[racket] Splicing a variable to serve as let declarations

From: Roman Klochkov (kalimehtar at mail.ru)
Date: Thu Dec 11 06:52:04 EST 2014

#lang racket
(require (for-syntax syntax/parse) racket/stxparam)
(define-syntax letexpand
  [(_ alst body ...)
    (with-syntax ([alst (syntax-local-introduce #`#,(syntax-parameter-value #'alst))])
        #'(let alst body ...))]))
(define (foo)
    (define-syntax-parameter dave '((is 4) (fat 6)))
    (letexpand dave is fat))

Tue, 9 Dec 2014 06:33:14 +0200 от J Arcane <jarcane at gmail.com>:
>Hmm. That does appear to work at a global level, but then when you attempt to use it inside of a function it returns "identifier used out of context". Trying to define-for-syntax in a local context also causes problems; "begin-for-syntax: not in a definition context in: (begin-for-syntax (define-values (z) lst))"
>On Mon, Dec 8, 2014 at 10:17 PM, Alexander D. Knauth  < alexander at knauth.org > wrote:
>>Would something like this work for what you want?
>>#lang racket
>>(require (for-syntax syntax/parse))
>>(define-for-syntax dave '((is 5) (fat 6)))
>>(define-syntax letexpand
>>  (syntax-parser
>>    [(_ alst body ...)
>>     (with-syntax ([alst (syntax-local-introduce #`#,(eval-syntax #'alst))])
>>       #'(let alst body ...))]))
>>(letexpand dave is fat)
>>On Dec 8, 2014, at 2:46 AM, J Arcane < jarcane at gmail.com > wrote:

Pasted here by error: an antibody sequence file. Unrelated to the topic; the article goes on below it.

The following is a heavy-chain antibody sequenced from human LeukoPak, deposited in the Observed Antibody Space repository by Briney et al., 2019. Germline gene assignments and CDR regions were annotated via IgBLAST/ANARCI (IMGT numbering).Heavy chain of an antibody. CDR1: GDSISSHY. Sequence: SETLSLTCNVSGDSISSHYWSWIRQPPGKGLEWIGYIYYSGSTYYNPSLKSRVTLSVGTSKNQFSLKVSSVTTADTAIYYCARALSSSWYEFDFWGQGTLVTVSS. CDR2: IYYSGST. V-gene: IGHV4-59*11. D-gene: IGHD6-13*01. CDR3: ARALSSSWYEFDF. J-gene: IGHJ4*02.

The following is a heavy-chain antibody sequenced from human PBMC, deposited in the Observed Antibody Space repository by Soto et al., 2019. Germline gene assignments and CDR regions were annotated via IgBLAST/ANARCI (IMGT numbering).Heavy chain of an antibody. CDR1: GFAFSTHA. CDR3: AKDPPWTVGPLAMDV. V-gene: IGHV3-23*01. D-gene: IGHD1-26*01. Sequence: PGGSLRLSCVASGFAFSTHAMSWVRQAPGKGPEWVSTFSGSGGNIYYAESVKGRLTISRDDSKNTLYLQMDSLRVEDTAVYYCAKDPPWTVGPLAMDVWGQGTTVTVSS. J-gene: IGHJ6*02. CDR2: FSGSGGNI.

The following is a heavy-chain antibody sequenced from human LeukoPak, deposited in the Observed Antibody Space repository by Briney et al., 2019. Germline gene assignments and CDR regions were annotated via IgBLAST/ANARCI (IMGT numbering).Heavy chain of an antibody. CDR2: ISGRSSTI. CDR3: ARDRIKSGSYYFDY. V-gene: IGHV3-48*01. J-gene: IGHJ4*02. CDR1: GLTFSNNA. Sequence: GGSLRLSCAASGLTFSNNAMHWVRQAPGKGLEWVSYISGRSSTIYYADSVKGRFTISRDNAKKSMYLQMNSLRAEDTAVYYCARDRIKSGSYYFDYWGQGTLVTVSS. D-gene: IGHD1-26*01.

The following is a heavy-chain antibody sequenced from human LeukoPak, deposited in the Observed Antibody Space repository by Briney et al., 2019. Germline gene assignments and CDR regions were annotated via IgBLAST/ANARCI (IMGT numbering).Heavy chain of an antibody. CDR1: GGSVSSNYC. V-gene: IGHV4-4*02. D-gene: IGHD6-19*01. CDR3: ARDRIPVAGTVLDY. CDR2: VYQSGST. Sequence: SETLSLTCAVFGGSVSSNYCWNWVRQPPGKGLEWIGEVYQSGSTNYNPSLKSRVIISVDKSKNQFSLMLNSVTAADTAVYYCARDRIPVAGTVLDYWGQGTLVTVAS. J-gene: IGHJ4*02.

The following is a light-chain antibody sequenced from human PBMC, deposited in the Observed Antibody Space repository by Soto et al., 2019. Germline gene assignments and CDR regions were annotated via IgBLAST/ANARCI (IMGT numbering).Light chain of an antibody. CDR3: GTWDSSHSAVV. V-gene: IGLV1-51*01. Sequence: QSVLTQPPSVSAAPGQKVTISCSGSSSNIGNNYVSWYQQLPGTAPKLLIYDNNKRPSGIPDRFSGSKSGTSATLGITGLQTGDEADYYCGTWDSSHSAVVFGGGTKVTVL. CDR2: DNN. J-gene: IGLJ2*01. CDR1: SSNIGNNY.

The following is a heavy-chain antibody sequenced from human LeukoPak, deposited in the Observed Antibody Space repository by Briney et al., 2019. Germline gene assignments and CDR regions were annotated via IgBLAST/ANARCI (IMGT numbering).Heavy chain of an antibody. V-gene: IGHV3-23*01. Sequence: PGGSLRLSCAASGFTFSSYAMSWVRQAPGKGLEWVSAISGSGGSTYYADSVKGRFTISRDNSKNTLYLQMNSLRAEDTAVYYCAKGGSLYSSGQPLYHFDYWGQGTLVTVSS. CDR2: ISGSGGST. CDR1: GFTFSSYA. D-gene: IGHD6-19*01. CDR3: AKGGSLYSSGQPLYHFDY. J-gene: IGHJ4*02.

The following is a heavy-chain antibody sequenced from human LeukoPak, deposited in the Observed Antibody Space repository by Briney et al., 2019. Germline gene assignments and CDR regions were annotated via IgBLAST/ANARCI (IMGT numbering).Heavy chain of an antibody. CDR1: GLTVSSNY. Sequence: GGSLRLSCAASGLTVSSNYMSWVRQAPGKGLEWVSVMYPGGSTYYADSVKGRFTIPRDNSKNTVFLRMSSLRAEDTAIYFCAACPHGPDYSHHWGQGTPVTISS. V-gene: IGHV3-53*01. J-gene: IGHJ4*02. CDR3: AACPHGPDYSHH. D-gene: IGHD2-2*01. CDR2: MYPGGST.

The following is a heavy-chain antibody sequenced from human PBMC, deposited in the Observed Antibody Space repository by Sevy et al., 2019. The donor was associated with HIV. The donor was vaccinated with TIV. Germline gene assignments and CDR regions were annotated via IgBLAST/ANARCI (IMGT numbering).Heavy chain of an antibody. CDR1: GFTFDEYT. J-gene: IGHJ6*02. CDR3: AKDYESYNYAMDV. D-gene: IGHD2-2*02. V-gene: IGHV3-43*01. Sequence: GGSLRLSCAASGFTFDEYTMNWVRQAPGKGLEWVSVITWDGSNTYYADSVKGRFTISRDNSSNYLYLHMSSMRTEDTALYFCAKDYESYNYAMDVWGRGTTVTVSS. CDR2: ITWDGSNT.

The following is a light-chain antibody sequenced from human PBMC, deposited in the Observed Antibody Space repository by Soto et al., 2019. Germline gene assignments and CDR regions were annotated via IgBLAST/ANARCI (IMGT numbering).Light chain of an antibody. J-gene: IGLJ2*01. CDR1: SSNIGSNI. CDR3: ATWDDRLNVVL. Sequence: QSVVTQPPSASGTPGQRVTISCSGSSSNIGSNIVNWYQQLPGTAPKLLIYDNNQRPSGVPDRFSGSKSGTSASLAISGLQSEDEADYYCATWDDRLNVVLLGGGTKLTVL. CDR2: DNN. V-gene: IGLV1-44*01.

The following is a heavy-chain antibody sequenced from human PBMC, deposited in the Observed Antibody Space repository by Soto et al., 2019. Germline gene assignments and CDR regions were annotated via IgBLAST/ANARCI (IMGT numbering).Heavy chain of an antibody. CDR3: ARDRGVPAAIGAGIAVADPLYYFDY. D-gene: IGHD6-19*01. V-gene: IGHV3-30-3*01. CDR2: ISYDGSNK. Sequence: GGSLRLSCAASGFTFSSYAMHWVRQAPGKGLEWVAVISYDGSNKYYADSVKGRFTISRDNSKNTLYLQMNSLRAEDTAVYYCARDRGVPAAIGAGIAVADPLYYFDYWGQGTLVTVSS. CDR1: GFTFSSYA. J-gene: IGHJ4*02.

>>> I've been experimenting with a new feature for Heresy, and I find myself in need of a macro that can insert the contents of an a-list into a let syntax to serve as its definitions. I am utterly failing to accomplish this. It seems like it should be simple enough to splice a variable's contents into the syntax, and in a sense it is, but not if I want it to actually then evaluate.
>>> For example, I can do this:
>>> (define dave '((is 5) (fat 6)))
>>> (define-syntax letexpand
>>>   (syntax-rules ()
>>>     [(_ alst body ...)
>>>      #`(let #,alst body ...)]))
>>> (letexpand dave is fat)
>>> Which returns a syntax object which looks like what I want:
>>> #<syntax:...:8:7 (let ((is 5) (fat 6)) is fat)>
>>> But doesn't actually the evaluate that object. But doing that with merely (let alst body ...) creates an error because rather than splicing alst's contents itself, it merely inserts the variable name given, and then fails because let doesn't recognize it. It will work with a handwritten unquoted alist in that space, but this is largely useless because of course that's what let already basically does anyway.
>>> Am I starting in the wrong place here, and if not, how do I turn that syntax object into something that actually evaluates?
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Roman Klochkov
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